A Def Vacation

The South Korean city of Suwon is home to over a million people, making it one of the nation’s ten most populous municipalities. According to Wikipedia, its most notable tourist attraction is the Hwaseong Fortress, a structure dating back to the late 1700s, the remains of which are a UNESCO World Heritage site. But that’s hardly Suwon’s only attraction.

There’s also this:


That’s a museum called 해우재, or Haewoojae, which according to the Korea Tourism Organization, translates to “a house to relieve one’s concerns.” And if it looks kind of like a toilet, there’s a reason for that:

It’s a museum dedicated to toilets.

Colloquially, in English, the attraction is called “Mr. Toilet House.” It’s the brainchild of Sim Jae-duck, a former mayor of Suwon who was “known as Mr. Toilet thanks to his efforts to improve the city toilets at the 2002 World Cup during his tenure” according to the BBC. (Per Kotaku, quoting a YouTube commenter — but it’s probably true — “Korea’s public toilets were ‘ramshackle and disgusting’ before the 1980s.”) Mr. Sim built himself the toilet-shaped home in 2007 and, after his death, the city turned it into a museum reflecting his life’s work. The exhibits, such as the ones seen below, focus on the culture of pooping.



Fun stuff.

But really, the museum is no laughing matter. As previously noted in these pages, per the Centers for Disease Control, “eighty-eight percent of diarrhea cases worldwide are linked to unsafe water, inadequate sanitation or insufficient hygiene. These cases result in 1.5 million deaths each year, mostly in young children.” Mr. Sim was well aware of this; he founded the World Toilet Association to help address these concerns. (The much larger World Toilet Organization addresses the same.) Mr. Toilet House isn’t a joke — it’s an effort to raise awareness around this critical public health concern.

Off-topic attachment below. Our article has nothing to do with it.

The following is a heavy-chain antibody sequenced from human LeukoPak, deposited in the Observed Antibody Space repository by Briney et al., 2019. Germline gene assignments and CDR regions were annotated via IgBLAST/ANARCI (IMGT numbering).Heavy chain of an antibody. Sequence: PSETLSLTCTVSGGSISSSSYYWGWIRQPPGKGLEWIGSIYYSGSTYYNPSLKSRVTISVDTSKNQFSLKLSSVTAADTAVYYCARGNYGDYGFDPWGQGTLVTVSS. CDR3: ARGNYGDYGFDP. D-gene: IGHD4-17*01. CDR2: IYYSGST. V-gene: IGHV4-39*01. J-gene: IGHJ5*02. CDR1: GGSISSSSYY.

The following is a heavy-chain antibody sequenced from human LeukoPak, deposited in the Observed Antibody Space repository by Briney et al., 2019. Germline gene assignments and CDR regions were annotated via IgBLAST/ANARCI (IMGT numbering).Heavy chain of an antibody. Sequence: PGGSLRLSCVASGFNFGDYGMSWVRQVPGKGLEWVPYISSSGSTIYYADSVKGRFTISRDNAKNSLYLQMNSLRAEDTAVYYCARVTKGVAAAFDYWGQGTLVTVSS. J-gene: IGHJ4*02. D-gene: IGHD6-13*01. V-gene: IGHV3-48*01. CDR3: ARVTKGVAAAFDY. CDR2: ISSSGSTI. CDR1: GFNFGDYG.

And it’s been somewhat successful — the museum’s reviews on TripAdvisor are generally positive and per Reuters, roughly 40,000 people visited the attraction in its first four months. Admission to the museum is free, in case you’d like to judge for yourself. But as getting there can be pricey unless you live in the area, you’re [you know what] out of luck unless you can afford the airfare. Your best alternative? Here’s a video by the BBC, taking you through some of the high points of the experience.

Bonus fact: One of the big reasons why there are organizations like the World Toilet Organization is a lack of infrastructure — you can’t really install a toilet in a house that doesn’t have a municipal waste or septic system. In 2012, the Bill and Melinda Gates Foundation (Bill Gates, of course, is a founder of Microsoft) issued a challenge to the science community, looking for a next-generation toilet. (Here’s their video announcing the challenge, and it’s worth the 90 seconds.) The winning entry came from researchers at Caltech, who came up with “a solar-powered toilet that generates hydrogen and electricity [from waste]” per a Gates Foundation press release. A prototype of the toilet — it’s a big dome with two levels — can be seen in Caltech’s video, here. It has not yet been put into production more widely, though.

From the Archives: Flushed With Love: The pre-requisite to marriage that only Mr. Sim (and maybe Bill and Melinda Gates) could truly appreciate.

Related: “Unicorn Gold,” a product described as “before-you-squat spray.” Per one Amazon reviewer, “The best way to describe it is, ‘I can’t even tell it’s happening *while* it’s happening!’.”